Saturday, February 22, 2014

Interview with Husain Haqqani

The Diplomat’s Sanjay Kumar speaks with former Pakistan ambassador to the United States Husain Haqqani about his book Magnificent Delusions, the state of Pakistan, and its complex relations with India, Afghanistan, and the United States.

Some excerpts:

Can you conceive of Pakistan’s existence without the U.S.?

Pakistan will have to change direction. Its leaders will have to stop thinking in terms of seeking American aid forever in order to confront India. They will have to start building a series of relationship with their neighbors. Islamabad needs to think of its economy. It will have to think about rooting out terrorism completely and it should treat such non-state actors as the enemy. It cannot afford to think that some terrorists are good for Afghanistan and some are valuable for Kashmir and some are bad for Karachi and Lahore. Pakistan will have to realize terrorism does not have a color and its nature is to kill.
Pakistan is going through great political change. Do you look at the developments as a positive sign and a new chapter in Pakistan’s history?

Pakistan is at a crossroads. Jihadis have one narrative for Pakistan; democrats have their own. Among the democrats, there is a division among those who want to see Pakistan as a pluralistic state and those who want to adopt the old ideological paradigm of an Islamic state. The good thing is that the military has receded a little bit from politics but that doesn’t mean that they have given civilians complete freedom in decision making. How Pakistan gets through this stage of building democracy will determine its future. The most important thing for Pakistan is to overcome the ideological obsessions of the past.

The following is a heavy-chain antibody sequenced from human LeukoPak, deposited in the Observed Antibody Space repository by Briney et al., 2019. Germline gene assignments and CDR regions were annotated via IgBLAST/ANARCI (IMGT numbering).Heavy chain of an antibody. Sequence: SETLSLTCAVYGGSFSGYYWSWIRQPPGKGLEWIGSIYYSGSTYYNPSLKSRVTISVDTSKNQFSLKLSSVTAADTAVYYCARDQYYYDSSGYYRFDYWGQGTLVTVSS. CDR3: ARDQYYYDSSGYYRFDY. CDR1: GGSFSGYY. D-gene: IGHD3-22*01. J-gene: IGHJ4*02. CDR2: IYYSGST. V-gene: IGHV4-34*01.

Monday, February 17, 2014

Pervez Hoodbhoy on Pakistan's water-powered car


The water car fraud

Published: August 2, 2012
Agha Waqar Ahmad deserves a medal from the people of Pakistan for his great service to the nation. In a few short days, he has exposed just how far Pakistan has fallen into the pit of ignorance and self-delusion. No practical joker could have demonstrated more dramatically the true nature of our country’s political leaders, popular TV anchors and famed scientists.
At first, it sounded like a joke: a self-styled engineer, trained in Khairpur’s polytechnic institute, claims to have invented a ‘water kit’ enabling any car to run on water alone. It didn’t matter that the rest of world couldn’t extract energy from water; he had done it. He promised a new Pakistan with limitless energy, no need for petrol or gas, and no more loadshedding. For an energy starved nation, it is a vision of paradise.
Agha Waqar Ahmad is now a national celebrity thanks to Religious Affairs Minister Khursheed Shah. Federal ministers Mir Hazar Khan Bijarani and Qamar Zaman Kaira have added their commendations. President Asif Ali Zardari has expressed his delight. The cabinet has met three times to discuss the water vehicle, and a fourth meeting is scheduled. Reports suggest millions may be spent on the ‘water fuel kit project’.
The media has rushed in to celebrate the new national hero. For TV anchor Talat Husain, thanks to Agha Waqar Ahmad’s invention, Pakistan’s image can go from a country ravaged by terrorism to one of boundless possibilities. Anchor Hamid Mir and Senator Parvaiz Rasheed drove around Islamabad sitting next to the inventor, wondering how to protect the man’s life from Western oil companies. Anchor Arshad Sharif was euphoric about the $14 billion Pakistan would save on oil imports.